Apparently, one of our garden neighbors had disdainfully told her, “Oh yeah, they just used this as a dumping ground”. Hello? It’s called compost! What gardener can’t tell the difference between trash and biodegradable worm food? The thing is, our plot is by no means untended. We have a nice path and nice smooth dirt, and a box full of strawberries. Sara had put sticks in to mark the rows of planted seeds. “Oh, I thought maybe my friend had left me some sticks,” she said. “Good thing you got me before I threw out your strawberries!”
Good thing indeed!
Again, it was an honest mistake. I feel bad for the lady; I would be mortified if I had made the same mistake. I can only imagine she will spend the rest of the year hiding under the lettuce whenever she sees us. Maps are difficult to read. I’m just glad our neighbor has our back (and a quick texting finger)!
This year we decided to simplify our garden and mostly just focus on tomatoes. No beans, no peppers, no eggplant. Just lots and lots of tomatoes.
However, we did put in two basil plants, and we had planted carrots and kale from seeds before we made this decision. Those seem to be going surprisingly well. I don’t think we’ve ever had so many carrots come up! Last year we had maybe 3 or 4 kale plants and they provided an amazingly endless amount of kale. This year we had about 10 plants come up! So we might be swimming in the stuff.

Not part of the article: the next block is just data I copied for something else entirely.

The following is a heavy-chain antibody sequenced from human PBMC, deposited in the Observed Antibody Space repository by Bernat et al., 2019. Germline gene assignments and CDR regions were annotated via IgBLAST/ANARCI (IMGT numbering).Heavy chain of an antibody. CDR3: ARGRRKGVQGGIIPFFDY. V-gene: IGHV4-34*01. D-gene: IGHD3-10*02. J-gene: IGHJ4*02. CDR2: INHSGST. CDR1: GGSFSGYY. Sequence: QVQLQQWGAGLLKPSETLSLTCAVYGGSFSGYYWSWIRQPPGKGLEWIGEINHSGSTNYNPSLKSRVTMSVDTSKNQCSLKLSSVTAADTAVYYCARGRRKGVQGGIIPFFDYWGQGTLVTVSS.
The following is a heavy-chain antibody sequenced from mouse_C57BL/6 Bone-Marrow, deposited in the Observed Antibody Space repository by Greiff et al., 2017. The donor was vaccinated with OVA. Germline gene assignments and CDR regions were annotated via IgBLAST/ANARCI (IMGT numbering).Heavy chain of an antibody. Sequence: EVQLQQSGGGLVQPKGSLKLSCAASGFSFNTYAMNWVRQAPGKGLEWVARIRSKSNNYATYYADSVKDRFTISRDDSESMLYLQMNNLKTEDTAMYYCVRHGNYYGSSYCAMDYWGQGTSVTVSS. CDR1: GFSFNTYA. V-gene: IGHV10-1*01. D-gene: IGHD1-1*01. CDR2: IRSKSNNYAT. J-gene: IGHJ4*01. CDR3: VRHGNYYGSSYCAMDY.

And of course, lets not forget the strawberries!
Okay, so maybe it’s a little more diversified than I realized.
I’m actually kind of excited about all the tomatoes. They seem to be the most versatile and consistently useful thing we grow. I really don’t think we could ever have too many tomatoes. Some things seem to be about the same from the garden or the store, but that is not the case for tomatoes; they are night and day better from the garden. Worst case scenario we just can lots of extra tomato sauce and salsa.
It looks like one of the tomatoes didn’t survive the planting, and one of the ones from the food swap is a teeny tiny baby, so I’m not sure it’s going to make it either. But it’s still early enough that we could probably sneak in a few replacements if we had to.
Here’s to another year of delicious fresh produce!
Unfortunately, our garden gnome Lloyd is no more.
Lloyd had been with me for just under 10 years or so, given as a gift to be a companion to my gargoyle Prince (short for Prince of Darkness of course). Usually we take Lloyd in for the winter, but this year we didn’t. Perhaps he got upset at being left out in the cold, but more likely, someone decided to appropriate our humble garden gnome. And something tells me I’m not going to get a bunch of cute pictures of his travels.
Evie has noticed that he’s not in the garden, but hasn’t caught on yet that he’s gone for good. So far, I haven’t had the heart to tell her. He was certainly a positive part of the garden, and our only protection against the shark (who unfortunately did not get stolen, and still menaces our plot from his lofty plastic perch).
Lloyd, we miss you buddy, and we wish you’d come back. The garden won’t be the same without you. But if you don’t, I can only hope you’ve moved on to greener pastures.